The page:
Around the NFL  

 

Seahawks fire offensive coordinator Darrell Bevell

Print

Darrell Bevell's run in Seattle has come to an end.

The longtime offensive coordinator of the Seahawks has been fired, according to NFL Network Insider Ian Rapoport. The news was first reported late Tuesday night by Pro Football Talk's Curtis Crabtree. Seattle also fired offensive line coach Tom Cable, who came to Seattle with Bevell in 2011.

In addition, Rapoport reported that defensive coordinator Kris Richard is being given the chance to seek other coaching opportunities and is not expected to return in 2018.

Seahawks coach Pete Carroll believes Richard could benefit from a fresh start with another franchise, Rapoport was told. Richard recently interviewed for the head-coaching vacancy in Indianapolis.

Bevell's seven-year run was filled with positives and sprinkled with lingering negatives. A steady fixture under Carroll, Bevell helped Seattle to victory in Super Bowl XLVIII. He deserves credit for helping to grow quarterback Russell Wilson and a flock of playmakers -- Doug Baldwin, Golden Tate, Tyler Lockett and Paul Richardson -- for an offense that was at its best when Marshawn Lynch slashed his way through defenses.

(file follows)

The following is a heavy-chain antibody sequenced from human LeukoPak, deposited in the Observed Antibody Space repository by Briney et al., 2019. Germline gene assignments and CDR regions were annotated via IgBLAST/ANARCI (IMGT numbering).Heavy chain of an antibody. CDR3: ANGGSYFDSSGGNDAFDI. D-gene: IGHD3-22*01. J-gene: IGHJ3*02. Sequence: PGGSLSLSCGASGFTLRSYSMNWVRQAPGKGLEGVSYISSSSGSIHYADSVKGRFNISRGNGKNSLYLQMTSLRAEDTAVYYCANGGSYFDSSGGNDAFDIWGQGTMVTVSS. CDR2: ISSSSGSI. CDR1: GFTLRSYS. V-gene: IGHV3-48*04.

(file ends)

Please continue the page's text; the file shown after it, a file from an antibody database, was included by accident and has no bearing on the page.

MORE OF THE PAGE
Still, the Seahawks have poured investments into their offensive line, but nothing seems to work up front. In 2017, especially, the attack was often centered around Wilson and Wilson alone. The do-everything quarterback became the lone player in NFL history this season to account for 100 percent of his team's passing yards and at least 30 percent of his club's rushing yards.

Bevell kept the offense moving through major personnel changes, but also fielded criticism for failing to mesh wideout Percy Harvin into the scheme, while the same could be argued for tight end Jimmy Graham -- a pair of players who commanded high draft picks in headline-grabbing trades. Graham, at least, was a sensational red-zone target this past season.

Prior to his Seahawks run, Bevell served as coordinator for the Vikings from 2006 to 2010. With coaching friends around the league and a resume stocked with accolades, he'll find work again.

It's late in the process for Seattle to make a switch, with new coaching staffs forming league-wide, but working with Wilson and Carroll make this an interesting landing spot for candidates. Carroll -- typically loyal to his staff -- could also choose to promote from within.

If Cam Newton deserves the chance to grow under a fresh-thinking play-caller in Carolina, the same is true of Wilson. Repeatedly asking your quarterback to singlehandedly save the day can be fun to watch, but it comes with a cost.

The Seahawks learned that lesson this season -- and so did Bevell.

As for Cable, the veteran coach released a statement via the team on Thursday:

Print

Fan Discussion